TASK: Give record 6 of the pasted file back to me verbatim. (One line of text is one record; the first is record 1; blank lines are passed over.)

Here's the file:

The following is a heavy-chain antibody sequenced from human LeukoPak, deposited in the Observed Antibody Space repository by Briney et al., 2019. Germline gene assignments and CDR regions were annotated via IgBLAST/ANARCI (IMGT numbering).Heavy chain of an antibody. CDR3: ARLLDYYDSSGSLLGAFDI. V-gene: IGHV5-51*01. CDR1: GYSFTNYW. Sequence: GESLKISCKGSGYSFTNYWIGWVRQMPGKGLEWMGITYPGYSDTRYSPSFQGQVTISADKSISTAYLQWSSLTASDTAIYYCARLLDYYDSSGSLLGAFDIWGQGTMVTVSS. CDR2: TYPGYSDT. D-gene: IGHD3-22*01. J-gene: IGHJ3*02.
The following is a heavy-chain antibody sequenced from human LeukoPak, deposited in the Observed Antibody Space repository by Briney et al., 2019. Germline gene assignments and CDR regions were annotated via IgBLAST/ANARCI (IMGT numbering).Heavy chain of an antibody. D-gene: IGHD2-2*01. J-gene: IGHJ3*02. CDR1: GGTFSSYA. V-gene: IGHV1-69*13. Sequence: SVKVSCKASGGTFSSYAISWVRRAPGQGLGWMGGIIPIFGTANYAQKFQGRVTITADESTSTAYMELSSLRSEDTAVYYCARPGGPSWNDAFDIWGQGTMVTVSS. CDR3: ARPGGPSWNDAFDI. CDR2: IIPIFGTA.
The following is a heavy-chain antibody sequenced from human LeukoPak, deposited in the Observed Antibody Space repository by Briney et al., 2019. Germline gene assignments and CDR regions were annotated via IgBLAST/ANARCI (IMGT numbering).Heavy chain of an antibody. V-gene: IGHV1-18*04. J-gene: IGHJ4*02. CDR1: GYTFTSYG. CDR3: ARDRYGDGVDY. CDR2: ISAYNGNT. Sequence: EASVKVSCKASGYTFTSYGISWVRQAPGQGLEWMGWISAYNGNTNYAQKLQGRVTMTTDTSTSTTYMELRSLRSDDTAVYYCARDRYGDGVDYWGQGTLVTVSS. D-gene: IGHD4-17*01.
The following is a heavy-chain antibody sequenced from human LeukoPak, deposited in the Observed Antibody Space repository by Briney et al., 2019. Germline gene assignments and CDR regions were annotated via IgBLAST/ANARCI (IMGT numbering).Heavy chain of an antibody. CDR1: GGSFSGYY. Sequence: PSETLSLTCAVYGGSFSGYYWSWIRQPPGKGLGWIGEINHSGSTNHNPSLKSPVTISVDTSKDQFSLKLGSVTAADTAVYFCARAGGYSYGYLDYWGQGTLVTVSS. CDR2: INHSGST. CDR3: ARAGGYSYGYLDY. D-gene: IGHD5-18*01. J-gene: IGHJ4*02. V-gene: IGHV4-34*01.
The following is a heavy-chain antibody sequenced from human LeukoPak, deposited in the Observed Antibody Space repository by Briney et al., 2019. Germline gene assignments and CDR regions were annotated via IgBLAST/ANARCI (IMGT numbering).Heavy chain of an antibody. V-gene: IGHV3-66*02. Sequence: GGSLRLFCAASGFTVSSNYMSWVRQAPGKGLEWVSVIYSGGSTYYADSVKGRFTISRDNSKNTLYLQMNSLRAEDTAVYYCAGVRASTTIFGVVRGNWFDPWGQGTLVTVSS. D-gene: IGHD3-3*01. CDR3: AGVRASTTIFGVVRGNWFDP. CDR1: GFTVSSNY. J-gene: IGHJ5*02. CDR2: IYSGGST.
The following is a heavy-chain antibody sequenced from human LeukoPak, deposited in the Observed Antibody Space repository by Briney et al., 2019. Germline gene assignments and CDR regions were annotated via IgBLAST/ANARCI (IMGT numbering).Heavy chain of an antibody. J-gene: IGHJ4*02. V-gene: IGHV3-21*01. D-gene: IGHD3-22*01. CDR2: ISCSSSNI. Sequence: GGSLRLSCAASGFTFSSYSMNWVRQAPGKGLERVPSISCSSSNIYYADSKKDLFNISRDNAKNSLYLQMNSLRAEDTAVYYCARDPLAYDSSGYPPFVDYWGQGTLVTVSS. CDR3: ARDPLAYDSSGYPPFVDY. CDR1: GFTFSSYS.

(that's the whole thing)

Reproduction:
The following is a heavy-chain antibody sequenced from human LeukoPak, deposited in the Observed Antibody Space repository by Briney et al., 2019. Germline gene assignments and CDR regions were annotated via IgBLAST/ANARCI (IMGT numbering).Heavy chain of an antibody. J-gene: IGHJ4*02. V-gene: IGHV3-21*01. D-gene: IGHD3-22*01. CDR2: ISCSSSNI. Sequence: GGSLRLSCAASGFTFSSYSMNWVRQAPGKGLERVPSISCSSSNIYYADSKKDLFNISRDNAKNSLYLQMNSLRAEDTAVYYCARDPLAYDSSGYPPFVDYWGQGTLVTVSS. CDR3: ARDPLAYDSSGYPPFVDY. CDR1: GFTFSSYS.